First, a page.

One of the interesting point about the MROC data is that FDA had access to de-identified patient-level MROC study data, but the company was not able to see the real-world evidence heading into the advisory panel meeting. Coleman noted that FDA has stated that all acellular dermal matrix (ADM) products, including human ADM products, require a PMA. So far, Integra is the only company to file a PMA for a breast reconstruction indication. He said the clinical data that is part of the company's PMA is partially based on the MROC study, which he said is considered to be high-quality, real-world data.

Coleman said that because the company recognizes that there are some limitations to the data, Integra is working with FDA to design a post-approval study to supplement the existing data.

Although the panel voted against recommending approval of the SurgiMend device for the breast reconstruction indication, the agency will make the final decision. While FDA rarely disagrees with the panel's recommendations, it has been known to happen. A study published in 2019 sheds some light on how often FDA goes against panel recommendations, and some of the circumstances that lead to a discordance between the committee vote and final FDA decision. Click here to read more about that study.

"Their recommendation is really advisory," Coleman said of the advisory panel. "And so we're going to continue to move forward with the work that's going on here. The vote from this panel obviously doesn't change any current practices that are going on among surgeons. And there is still an urgent clinical need for an FDA-approved acellular dermal matrix to help restore the quality of life for women following breast reconstruction. So we're confident that the existing clinical evidence supports approval. And obviously, we remain focused on the mission to improve outcomes for breast cancer patients."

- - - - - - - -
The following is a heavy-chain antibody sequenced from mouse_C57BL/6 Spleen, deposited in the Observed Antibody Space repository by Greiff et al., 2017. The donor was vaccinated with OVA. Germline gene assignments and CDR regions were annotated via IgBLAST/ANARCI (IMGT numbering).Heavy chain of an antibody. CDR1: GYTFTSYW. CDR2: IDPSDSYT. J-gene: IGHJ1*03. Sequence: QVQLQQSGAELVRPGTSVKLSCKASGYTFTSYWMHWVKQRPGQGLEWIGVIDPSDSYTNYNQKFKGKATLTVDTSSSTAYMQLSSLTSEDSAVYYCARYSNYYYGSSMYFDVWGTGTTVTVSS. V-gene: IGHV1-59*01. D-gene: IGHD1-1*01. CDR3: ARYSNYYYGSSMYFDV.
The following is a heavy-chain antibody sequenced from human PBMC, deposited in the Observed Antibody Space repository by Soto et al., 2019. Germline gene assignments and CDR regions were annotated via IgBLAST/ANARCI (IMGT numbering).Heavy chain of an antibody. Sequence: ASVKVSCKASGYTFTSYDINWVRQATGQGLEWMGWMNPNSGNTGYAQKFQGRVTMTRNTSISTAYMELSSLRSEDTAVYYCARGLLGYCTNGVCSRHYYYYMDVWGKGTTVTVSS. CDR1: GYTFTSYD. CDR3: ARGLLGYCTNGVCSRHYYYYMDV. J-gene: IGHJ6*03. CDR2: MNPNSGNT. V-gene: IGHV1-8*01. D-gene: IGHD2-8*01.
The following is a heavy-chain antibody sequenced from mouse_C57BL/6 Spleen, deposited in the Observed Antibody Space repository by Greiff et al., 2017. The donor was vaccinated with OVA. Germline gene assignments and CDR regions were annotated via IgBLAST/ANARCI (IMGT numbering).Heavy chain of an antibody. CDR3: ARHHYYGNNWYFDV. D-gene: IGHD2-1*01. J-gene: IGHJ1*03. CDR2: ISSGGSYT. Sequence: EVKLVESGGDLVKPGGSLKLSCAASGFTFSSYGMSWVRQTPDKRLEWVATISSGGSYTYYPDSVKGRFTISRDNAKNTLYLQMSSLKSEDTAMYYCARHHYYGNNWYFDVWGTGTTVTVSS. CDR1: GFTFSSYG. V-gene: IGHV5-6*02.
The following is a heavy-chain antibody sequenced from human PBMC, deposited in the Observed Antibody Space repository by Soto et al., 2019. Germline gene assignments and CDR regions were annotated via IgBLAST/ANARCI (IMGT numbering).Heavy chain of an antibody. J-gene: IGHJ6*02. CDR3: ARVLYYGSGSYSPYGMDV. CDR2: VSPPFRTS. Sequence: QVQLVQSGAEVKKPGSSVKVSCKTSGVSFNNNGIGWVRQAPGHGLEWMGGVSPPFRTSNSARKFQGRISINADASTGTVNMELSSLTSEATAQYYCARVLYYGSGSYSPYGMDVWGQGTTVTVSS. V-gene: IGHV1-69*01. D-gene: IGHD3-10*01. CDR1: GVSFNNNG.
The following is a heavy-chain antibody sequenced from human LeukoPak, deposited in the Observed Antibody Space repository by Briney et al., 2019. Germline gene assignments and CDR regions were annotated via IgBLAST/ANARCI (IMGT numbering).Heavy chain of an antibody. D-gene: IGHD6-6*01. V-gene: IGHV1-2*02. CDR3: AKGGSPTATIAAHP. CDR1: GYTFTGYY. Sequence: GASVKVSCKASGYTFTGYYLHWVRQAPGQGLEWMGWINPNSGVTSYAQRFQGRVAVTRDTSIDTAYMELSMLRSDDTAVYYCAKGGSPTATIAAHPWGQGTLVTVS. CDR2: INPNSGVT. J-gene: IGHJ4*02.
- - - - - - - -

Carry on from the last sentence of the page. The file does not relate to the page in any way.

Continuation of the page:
This PMA process is happening at the same time as the company is undergoing a major leadership change. Peter Arduini is stepping down by the end of the year as CEO of Integra to become CEO at GE Healthcare. As MD+DI recently reported, Arduini will be replaced by healthcare industry veteran Jan De Witte.

"I think the other aspect here about this that is really important is the fact that we believe strongly that SurgiMend has unique characteristics, no other product has, including human-based cadaveric product," Arduini said during the earnings call. "And that is [three] things. It's unbelievable strength that it has. And as the procedure volume changes to new procedures with wider coverage, we believe it's going to bear out to be the leading product. Secondly, our process for how we actually cellularize its acceptance, its body low-rejection rate is second to none. And the third is its characteristics on revascularization, which again becomes very, very important if you want us to be actually an integrated part into the body. And so those are the three things that we keep as the beacon tied to what Glenn said, which is fighting for women to have the right to have a product and reconstruction post-mastectomy. So it's a really important part of the plan, and the journey is long, but we think we're on the right path here."

TAGS: Surgical